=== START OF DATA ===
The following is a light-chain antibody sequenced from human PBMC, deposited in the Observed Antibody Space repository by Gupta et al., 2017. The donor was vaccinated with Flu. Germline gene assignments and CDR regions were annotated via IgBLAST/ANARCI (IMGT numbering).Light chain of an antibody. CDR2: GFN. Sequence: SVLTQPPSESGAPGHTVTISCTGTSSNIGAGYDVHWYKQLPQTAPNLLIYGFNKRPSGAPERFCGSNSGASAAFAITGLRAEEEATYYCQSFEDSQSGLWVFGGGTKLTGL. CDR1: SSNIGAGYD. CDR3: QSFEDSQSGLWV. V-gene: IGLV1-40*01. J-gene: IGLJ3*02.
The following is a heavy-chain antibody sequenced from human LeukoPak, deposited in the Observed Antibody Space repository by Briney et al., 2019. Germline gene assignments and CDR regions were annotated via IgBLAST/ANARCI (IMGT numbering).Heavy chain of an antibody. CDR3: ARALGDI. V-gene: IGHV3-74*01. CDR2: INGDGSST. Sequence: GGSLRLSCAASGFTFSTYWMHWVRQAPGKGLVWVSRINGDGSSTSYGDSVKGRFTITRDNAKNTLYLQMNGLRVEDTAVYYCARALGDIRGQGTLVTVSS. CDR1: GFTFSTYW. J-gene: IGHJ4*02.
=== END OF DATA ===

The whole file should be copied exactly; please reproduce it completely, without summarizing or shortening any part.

The following is a light-chain antibody sequenced from human PBMC, deposited in the Observed Antibody Space repository by Gupta et al., 2017. The donor was vaccinated with Flu. Germline gene assignments and CDR regions were annotated via IgBLAST/ANARCI (IMGT numbering).Light chain of an antibody. CDR2: GFN. Sequence: SVLTQPPSESGAPGHTVTISCTGTSSNIGAGYDVHWYKQLPQTAPNLLIYGFNKRPSGAPERFCGSNSGASAAFAITGLRAEEEATYYCQSFEDSQSGLWVFGGGTKLTGL. CDR1: SSNIGAGYD. CDR3: QSFEDSQSGLWV. V-gene: IGLV1-40*01. J-gene: IGLJ3*02.
The following is a heavy-chain antibody sequenced from human LeukoPak, deposited in the Observed Antibody Space repository by Briney et al., 2019. Germline gene assignments and CDR regions were annotated via IgBLAST/ANARCI (IMGT numbering).Heavy chain of an antibody. CDR3: ARALGDI. V-gene: IGHV3-74*01. CDR2: INGDGSST. Sequence: GGSLRLSCAASGFTFSTYWMHWVRQAPGKGLVWVSRINGDGSSTSYGDSVKGRFTITRDNAKNTLYLQMNGLRVEDTAVYYCARALGDIRGQGTLVTVSS. CDR1: GFTFSTYW. J-gene: IGHJ4*02.